How does H.G Wells present humanity in the War of the Worlds
Humanity can be defined as the features and qualities that make people humans or as the sympathy and kindness that is extended towards others. In the War of the Worlds, humanity is lost from the start, as the narrator explicitly references the extermination of the indigenous population of Tasmania by British colonies, and says that we humans, are not to judge them because we too had once wrought “ruthless and utter destruction,” upon our own inferior races. Thus, the Martians could be Well’s criticism on British imperialism or they could representative of Wells’ opinion of where he believed humanity was going, with technological and scientific advancements aiding the stronger to take advantage of the weaker, depicting man’s own inhumanity to themselves.
When the Cylinder opens, a shopkeeper accidentally falls into the cylinder’s pit, and instead of the narrator instantly helping him, the narrator says “I had a momentary impulse to go back and help him that my fears overruled.” In this situation, his instinct is to preserve his own life, at the expense of his fellow man. This could be Wells’ attempt to show man’s primitive nature, and how we, like many other creatures, rely on our instincts of self-protection. The narrator uses his fear, as a survival mechanism which influences his actions. This suggests that in time of chaos and fear, humanity is lost in humans, and our first instinct is preservation.
Humanity continues to break down, when the Martians begin to use their heat ray. This is seen when “two women and a little boy, were crushed and trampled…and left to die” during the Martian invasion. Victorians of that time believed that the pecking order was that women and children come first, seeing as they were presumed to be more fragile. The death of the two women and little boy, shows how people were quick to disregard their own beliefs, and values, in the face of calamity. Therefore, emphasizing the deterioration of humanity. Not too long after this, a metaphor is used to liken dead bodies to just “a dark heap” lying on the road, and this dehumanizes them in a way which originally would not have been accepted before the arrival of the Martians, further highlighting the loss of humanity.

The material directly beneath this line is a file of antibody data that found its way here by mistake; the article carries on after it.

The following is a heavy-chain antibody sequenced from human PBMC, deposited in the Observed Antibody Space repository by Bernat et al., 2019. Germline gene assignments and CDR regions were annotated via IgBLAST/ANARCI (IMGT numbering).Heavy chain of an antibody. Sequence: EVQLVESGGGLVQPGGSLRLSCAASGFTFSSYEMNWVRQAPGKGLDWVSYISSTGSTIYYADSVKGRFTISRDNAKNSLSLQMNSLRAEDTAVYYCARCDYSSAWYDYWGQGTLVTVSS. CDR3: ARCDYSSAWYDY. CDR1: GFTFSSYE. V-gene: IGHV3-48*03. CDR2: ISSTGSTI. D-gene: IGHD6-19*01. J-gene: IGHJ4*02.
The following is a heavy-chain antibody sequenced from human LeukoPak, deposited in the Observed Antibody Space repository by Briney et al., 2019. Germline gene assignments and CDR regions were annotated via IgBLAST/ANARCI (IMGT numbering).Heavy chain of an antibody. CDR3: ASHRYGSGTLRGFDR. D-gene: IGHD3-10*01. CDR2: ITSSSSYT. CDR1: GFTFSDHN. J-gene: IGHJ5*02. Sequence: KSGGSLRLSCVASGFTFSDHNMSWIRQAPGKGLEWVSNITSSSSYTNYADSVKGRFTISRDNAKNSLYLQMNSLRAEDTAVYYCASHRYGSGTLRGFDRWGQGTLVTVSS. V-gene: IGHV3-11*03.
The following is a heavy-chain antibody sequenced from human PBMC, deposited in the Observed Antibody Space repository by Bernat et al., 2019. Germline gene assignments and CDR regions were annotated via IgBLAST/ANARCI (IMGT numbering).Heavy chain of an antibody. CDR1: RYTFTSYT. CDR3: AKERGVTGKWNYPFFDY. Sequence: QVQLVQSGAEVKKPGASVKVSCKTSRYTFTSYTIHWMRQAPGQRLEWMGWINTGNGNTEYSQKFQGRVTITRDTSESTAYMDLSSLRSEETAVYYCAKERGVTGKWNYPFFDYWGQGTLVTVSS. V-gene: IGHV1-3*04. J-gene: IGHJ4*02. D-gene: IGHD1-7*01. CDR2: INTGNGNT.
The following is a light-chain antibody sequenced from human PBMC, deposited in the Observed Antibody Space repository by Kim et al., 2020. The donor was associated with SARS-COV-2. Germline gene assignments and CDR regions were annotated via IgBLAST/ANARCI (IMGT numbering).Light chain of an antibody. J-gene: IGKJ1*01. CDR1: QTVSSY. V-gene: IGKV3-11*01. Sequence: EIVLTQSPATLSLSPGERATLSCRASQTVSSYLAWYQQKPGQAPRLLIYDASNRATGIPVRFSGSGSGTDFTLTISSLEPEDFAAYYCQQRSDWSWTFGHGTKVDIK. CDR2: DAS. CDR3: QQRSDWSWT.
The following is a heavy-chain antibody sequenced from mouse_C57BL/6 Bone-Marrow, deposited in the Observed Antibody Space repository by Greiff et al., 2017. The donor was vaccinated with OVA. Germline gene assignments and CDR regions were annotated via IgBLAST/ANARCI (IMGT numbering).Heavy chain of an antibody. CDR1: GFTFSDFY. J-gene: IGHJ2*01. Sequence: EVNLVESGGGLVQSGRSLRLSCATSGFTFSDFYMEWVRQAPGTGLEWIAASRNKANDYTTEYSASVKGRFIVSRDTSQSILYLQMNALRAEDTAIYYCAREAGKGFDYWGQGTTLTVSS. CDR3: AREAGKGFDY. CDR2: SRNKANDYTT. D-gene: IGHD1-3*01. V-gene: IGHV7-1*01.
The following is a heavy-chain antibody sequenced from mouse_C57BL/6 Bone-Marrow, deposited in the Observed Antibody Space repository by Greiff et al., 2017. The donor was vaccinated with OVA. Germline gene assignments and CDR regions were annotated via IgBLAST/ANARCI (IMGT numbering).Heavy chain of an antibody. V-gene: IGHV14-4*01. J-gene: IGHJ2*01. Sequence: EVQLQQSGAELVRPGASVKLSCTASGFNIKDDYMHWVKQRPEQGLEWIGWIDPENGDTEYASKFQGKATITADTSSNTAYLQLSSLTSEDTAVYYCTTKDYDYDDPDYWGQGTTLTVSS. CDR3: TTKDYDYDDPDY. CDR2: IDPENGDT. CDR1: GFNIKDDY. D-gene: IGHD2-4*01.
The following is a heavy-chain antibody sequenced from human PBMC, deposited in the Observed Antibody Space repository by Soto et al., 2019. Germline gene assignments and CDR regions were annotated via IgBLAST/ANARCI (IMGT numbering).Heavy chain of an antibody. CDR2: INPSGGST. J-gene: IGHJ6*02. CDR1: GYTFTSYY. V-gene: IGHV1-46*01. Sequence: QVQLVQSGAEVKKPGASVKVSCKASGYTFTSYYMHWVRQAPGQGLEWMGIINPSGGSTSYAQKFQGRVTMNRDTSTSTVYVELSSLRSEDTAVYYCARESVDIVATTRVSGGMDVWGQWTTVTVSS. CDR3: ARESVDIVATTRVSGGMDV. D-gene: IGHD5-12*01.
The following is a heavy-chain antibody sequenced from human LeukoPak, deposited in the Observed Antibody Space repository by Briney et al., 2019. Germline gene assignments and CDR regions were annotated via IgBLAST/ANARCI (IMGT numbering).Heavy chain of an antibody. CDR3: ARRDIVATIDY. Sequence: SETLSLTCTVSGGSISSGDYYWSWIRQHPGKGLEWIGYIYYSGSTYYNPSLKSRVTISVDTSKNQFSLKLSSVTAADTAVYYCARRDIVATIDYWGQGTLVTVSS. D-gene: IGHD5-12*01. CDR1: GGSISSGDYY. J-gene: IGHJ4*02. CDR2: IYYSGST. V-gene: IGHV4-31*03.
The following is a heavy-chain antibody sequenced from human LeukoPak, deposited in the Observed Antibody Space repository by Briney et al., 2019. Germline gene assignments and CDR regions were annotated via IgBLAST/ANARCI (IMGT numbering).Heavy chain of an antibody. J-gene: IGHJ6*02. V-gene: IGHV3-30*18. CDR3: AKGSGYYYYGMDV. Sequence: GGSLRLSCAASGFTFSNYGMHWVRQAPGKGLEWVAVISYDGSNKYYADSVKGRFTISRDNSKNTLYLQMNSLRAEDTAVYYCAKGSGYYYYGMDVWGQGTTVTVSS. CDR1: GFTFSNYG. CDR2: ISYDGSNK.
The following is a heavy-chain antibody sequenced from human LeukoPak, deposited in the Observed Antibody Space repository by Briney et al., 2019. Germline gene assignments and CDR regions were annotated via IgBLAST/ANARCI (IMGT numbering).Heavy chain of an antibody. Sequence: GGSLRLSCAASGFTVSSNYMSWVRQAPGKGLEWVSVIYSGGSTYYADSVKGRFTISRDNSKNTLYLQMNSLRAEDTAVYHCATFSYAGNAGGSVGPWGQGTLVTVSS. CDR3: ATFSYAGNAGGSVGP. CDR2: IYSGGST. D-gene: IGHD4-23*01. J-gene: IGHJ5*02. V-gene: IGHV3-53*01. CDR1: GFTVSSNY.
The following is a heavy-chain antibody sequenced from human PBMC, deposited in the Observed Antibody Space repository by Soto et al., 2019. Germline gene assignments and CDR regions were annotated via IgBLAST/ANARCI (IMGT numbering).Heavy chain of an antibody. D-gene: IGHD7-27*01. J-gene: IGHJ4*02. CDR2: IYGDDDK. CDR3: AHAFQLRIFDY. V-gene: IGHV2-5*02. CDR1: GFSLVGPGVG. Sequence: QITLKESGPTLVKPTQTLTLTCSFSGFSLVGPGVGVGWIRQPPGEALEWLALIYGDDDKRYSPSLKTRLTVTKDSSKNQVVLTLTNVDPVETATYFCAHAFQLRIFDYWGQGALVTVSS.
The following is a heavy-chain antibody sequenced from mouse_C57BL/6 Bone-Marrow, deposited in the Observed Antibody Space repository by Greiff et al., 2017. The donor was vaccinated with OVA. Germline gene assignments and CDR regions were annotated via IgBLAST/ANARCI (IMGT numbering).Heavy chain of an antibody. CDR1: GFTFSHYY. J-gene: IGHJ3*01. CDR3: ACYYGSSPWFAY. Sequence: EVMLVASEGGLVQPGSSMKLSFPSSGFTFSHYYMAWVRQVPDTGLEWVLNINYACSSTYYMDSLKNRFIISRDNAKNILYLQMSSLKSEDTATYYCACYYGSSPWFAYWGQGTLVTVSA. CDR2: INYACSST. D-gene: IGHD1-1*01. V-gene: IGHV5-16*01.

The fall of humanity is also seen in the curate, as his mental state begins to deteriorate over the period of time that him and the narrator are hiding from the Martians. This is seen as the “atrocity,” that is the Martians, is said to have “robbed” the Curate “of all vestiges of reason or forethought.” This personification of “atrocity,” brings the cruelty in the word to life, at the same time the sanity in the curate dies. This can be said to be representative of the loss of humanity, because Religion is one of the big qualities that instilled values into the Victorians of the time, therefore the rise of the Martian cruelty, (personification of the w...